10 We all need money, of course. It provides a measure of protection. (Eccl. 7:12) But can a person be truly happy if he has only enough for his basic needs? Absolutely! (Read Ecclesiastes 5:12.) Agur son of Jakeh wrote: “Give me neither poverty nor riches. Just let me consume my portion of food.” We can readily understand his reason for not wanting to be extremely poor. As he went on to explain, he did not want to be tempted to steal because theft would dishonor God. But why did he pray not to have riches? He wrote: “So that I do not become satisfied and deny you and say, ‘Who is Jehovah?’” (Prov. 30:8, 9) Likely you can think of people who trust in their wealth rather than in God.
11. What counsel did Jesus give about money?
11 Those who love money cannot please God. Jesus said: “No one can slave for two masters; for either he will hate the one and love the other, or he will stick to the one and despise the other. You cannot slave for God and for Riches.” He prefaced that by saying: “Stop storing up for yourselves treasures on the earth, where moth and rust consume and where thieves break in and steal. Rather, store up for yourselves treasures in heaven, where neither moth nor rust consumes, and where thieves do not break in and steal.”—Matt. 6:19, 20, 24.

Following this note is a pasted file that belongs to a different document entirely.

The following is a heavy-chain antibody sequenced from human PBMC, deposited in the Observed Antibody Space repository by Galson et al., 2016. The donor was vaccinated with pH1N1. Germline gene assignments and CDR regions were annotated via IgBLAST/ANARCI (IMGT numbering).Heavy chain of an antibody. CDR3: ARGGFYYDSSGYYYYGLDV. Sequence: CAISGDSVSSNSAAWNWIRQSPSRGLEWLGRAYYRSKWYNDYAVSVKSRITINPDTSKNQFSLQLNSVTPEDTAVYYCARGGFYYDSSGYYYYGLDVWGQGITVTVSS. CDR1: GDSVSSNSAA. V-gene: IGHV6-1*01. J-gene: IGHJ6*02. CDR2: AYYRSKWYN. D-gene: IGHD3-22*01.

12. How may a simple life make it easier to serve God? Give an example.
12 Many have found that living a simple life not only makes them happier but also gives them more time to serve Jehovah. Jack, who lives in the United States, sold his large home and business because he knew that doing so would make it possible for him to pioneer with his wife. He reflects: “It was hard to give up our beautiful home and property in the country. Yet, for years, I would come home frustrated because of problems at work. My wife, a regular pioneer, was always so happy. She would say, ‘I have the greatest boss ever!’ Now that I too am pioneering, we both work for the same Person, Jehovah.”
13. How might we analyze our view of money?
13 To analyze our view of money, we might honestly consider how we would answer these questions: ‘Do I really believe and live in harmony with what the Bible says about money? Does making money come first in my life? Do I value material things more than my relationship with Jehovah and with people? Do I really trust in Jehovah to care for my needs?’ We can be sure that he will never disappoint those hoping in him.—Matt. 6:33.
SEEKING JEHOVAH OR SEEKING PLEASURES?
14. What is a reasonable view of pleasures?
14 As foretold, many people today are “lovers of pleasures.” Just as there is nothing wrong with a healthy, reasonable view of self and money, there is nothing wrong with a balanced view of pleasures. Jehovah does not want us to practice severe self-denial or to abstain from wholesome activities that bring enjoyment. The Bible encourages faithful ones: “Go, eat your food with rejoicing, and drink your wine with a cheerful heart.”—Eccl. 9:7.
15. What type of pleasures is referred to at 2 Timothy 3:4?